Geoff Emerick, Cheap Trick engineer Beatles tribute DVD

ST. PETERSBURG -- Last year, when singer Robin Zander and his power-pop pals in Cheap Trick decided to re-create a veritable Picasso of popular music, they knew they'd need a little help from a certain friend.

A lot of help, actually.

After all, covering one Beatles song in a live setting is daunting; staging the entirety of 1967's Sgt. Pepper's Lonely Hearts Club Band, which was deliberately, stubbornly, brilliantly made to NOT be performed live, is insane.

"It's all difficult to sing," says Zander, 55, a Safety Harbor resident and Tampa Bay's most visible rock star. "First of all, you have three of the greatest singers of rock in one band."

Last summer, at L.A.'s Hollywood Bowl and New York's Waldorf-Astoria, Cheap Trick staged critically lauded live tributes to Sgt. Pepper's, which was celebrating its 40th anniversary. They also covered other epic chunks of the Fab Four songbook.

And to make it all sound right, they called on the one man — the only man — who'd know how to handle such an undertaking: Geoff Emerick, the original engineer for Sgt. Pepper's, a man whose ability to match the imaginations of John Lennon and Paul McCartney helped start a musical revolution.

About the Hollywood Bowl show, the Los Angeles Times wrote, "Having the album's engineer, Geoff Emerick, behind the soundboard may have been the most authentic stroke of the night, but band interplay kept it real." They added, "Cheap Trick conjured the Beatles sound without getting buried by it."

Emerick was also the engineer on Cheap Trick's 1980 album All Shook Up, so he knew that the band from Rockford, Ill., could handle the one from Liverpool.

"It was great to get back together again," says Emerick, now in his 60s and still in demand. "It's not a pretentious project. It's not supposed to be better than the original. It's just fun . . .
The energy on this is just enormous."

Cheap Trick has never been shy about its main influence. Hits such as Surrender, I Want You to Want Me and If You Want My Love drip with the high harmonies and crashing crescendos of John, Paul, George and Ringo. So when they tackle the Beatles, the outcome is sublime.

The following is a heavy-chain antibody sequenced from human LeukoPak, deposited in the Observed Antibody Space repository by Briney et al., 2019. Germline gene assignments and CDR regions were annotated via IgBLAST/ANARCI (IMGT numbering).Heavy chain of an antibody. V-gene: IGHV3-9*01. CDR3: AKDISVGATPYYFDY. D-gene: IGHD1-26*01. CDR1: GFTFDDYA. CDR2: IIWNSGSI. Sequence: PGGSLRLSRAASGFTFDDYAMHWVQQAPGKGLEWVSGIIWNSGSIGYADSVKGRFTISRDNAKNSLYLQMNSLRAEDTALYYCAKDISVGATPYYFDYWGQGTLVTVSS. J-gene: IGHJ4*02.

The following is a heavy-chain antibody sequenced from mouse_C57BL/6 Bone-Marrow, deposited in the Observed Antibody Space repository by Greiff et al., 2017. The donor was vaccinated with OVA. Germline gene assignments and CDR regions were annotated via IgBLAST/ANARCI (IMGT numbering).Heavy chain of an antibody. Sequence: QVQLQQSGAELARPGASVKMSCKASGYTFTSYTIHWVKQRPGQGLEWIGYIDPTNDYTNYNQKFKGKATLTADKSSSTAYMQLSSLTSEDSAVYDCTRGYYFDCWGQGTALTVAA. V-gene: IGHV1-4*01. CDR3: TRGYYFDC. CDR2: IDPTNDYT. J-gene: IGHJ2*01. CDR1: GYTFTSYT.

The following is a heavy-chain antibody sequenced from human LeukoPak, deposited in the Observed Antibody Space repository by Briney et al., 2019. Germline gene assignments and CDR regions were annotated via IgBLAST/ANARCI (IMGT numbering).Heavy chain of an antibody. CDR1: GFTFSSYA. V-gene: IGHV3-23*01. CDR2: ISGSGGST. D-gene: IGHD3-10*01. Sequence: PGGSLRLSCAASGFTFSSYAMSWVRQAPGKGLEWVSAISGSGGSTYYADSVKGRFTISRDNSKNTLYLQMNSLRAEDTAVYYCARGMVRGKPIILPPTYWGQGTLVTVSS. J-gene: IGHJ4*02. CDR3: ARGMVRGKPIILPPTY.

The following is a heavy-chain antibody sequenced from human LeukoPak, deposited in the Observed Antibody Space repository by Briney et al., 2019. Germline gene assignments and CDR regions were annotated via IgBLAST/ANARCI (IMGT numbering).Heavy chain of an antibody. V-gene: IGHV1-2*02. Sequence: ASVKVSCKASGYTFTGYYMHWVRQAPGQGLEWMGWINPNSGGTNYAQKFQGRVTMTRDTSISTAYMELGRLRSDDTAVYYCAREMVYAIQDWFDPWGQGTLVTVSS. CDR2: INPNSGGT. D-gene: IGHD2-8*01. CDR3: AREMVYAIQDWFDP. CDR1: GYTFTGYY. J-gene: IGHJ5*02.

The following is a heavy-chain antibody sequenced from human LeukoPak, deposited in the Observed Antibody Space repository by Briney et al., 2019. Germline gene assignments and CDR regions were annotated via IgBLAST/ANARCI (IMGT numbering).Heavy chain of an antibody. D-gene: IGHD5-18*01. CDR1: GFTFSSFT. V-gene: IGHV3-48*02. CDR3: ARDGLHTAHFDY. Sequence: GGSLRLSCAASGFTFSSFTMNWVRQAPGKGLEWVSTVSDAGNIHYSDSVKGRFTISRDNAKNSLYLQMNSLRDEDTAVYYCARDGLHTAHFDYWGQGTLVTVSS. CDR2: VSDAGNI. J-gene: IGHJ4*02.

"We figured Cheap Trick would poke its ugly head in there, but we were
true to the album," says Zander about the live performances. "It's a tribute to Sgt. Pepper's, not to Cheap Trick."

This spring, Emerick and Zander have been meeting at the posh Big 3 Studios on Central Avenue to work on a DVD of the New York performance. It's scheduled for release this summer, hopefully around June 28, when Cheap Trick will again play Sgt. Pepper's in L.A.

Then on Nov. 14, Cheap Trick brings Sgt. Pepper's home to us, at Ruth
Eckerd Hall in Clearwater. Tickets will go on sale in August.

And to think John Lennon said it couldn't be done.

"John said when we were going to make the album that it could never be performed live," Emerick says. "It was just impossible with all the instruments."

Emerick is extremely humble about his achievements. "It's just part of my life," he says about his place in the pop canon. But he also acknowledges Sgt. Pepper's place in history. "We knew it was special when we made it," he says.

Emerick was there for both of Cheap Trick's Sgt. Pepper's performances, which included orchestras, full audio-video crews and special guests ranging from Aimee Mann to Joan Osborne to Ian Ball from Brit-pop band Gomez. But working the soundboard during the live show might have been the easy part — now comes the polish.

On a flat-screen TV in a Big 3 editing room, Zander is singing the Abbey Road cut Golden Slumbers. With his head cocked, Emerick is leaning on a sprawling soundboard, thousands of blinking lights and knobs before him. He's listening for something. "The picture," he calls it.

Next to him is Big 3's chief engineer, Jim "Pinky" Beeman, who follows Emerick's orders to fix reverb or erase foreign noises. At one point, Emerick hears a clicking noise — a few seconds later, everyone else does, too. Like a sonic detective, scouring every second of the show, he tracks down the culprit.

"It's the horns," he says, a smirk of disdain on his hang-dog face.

At one point, he isolates Zander's vocal. "Wow," says Zander, a man who has performed in front of millions of fans. "That's like standing there naked!" But Emerick finds nothing wrong with Robin's pipes. "His voice gets better with age," the engineer marvels. "It really does."

Big 3 executive Lou Mann is also in the room. He calls Emerick "Babe Ruth." "Geoff is like an artist," Mann hushes in reverent tones. "He's painting a picture. He's unbelievably meticulous."

That's for sure. Emerick was supposed to be done mixing and polishing the DVD a few weeks ago. Now there's talk he will return to Big 3 this month to finish the project. Emerick says he'll also be at June's return engagement at the Hollywood Bowl.

And he hasn't ruled out working at Big 3 for other projects. He looks around at the wood floors, the cool lighting, the state-of-the-art equipment, the baby of owner Bill Edwards. It's one of St. Petersburg's secret jewels.

"I didn't expect anything like this," Emerick says. "If I were stuck without a studio I'd come back here for sure."

Perhaps Emerick will also be working the soundboard at Ruth Eckerd? Zander leans in. "I don't know," he whispers. "He's expensive."

Cheap Trick — doing their classic hits — plays the Ford Amphitheatre July 30 with Journey and Heart. Tickets, $25-$125, go on sale at 10 a.m. Saturday;
ticketmaster.com.

Sean Daly can be reached at sdaly@sptimes.com or (727) 893-8467. His Pop Life blog is at blogs.tampabay.com/
popmusic.

Geoff Emerick, Cheap Trick engineer Beatles tribute DVD 05/07/08 [Last modified: Tuesday, May 13, 2008 9:32am]

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